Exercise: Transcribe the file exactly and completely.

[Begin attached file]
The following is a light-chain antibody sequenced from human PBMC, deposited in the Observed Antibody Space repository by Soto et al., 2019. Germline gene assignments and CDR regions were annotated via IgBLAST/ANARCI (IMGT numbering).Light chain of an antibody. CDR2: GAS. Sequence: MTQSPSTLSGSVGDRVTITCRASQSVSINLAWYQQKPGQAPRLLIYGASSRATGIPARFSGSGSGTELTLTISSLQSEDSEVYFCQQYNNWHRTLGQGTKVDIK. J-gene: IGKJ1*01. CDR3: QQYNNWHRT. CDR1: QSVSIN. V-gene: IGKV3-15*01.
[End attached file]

The following is a light-chain antibody sequenced from human PBMC, deposited in the Observed Antibody Space repository by Soto et al., 2019. Germline gene assignments and CDR regions were annotated via IgBLAST/ANARCI (IMGT numbering).Light chain of an antibody. CDR2: GAS. Sequence: MTQSPSTLSGSVGDRVTITCRASQSVSINLAWYQQKPGQAPRLLIYGASSRATGIPARFSGSGSGTELTLTISSLQSEDSEVYFCQQYNNWHRTLGQGTKVDIK. J-gene: IGKJ1*01. CDR3: QQYNNWHRT. CDR1: QSVSIN. V-gene: IGKV3-15*01.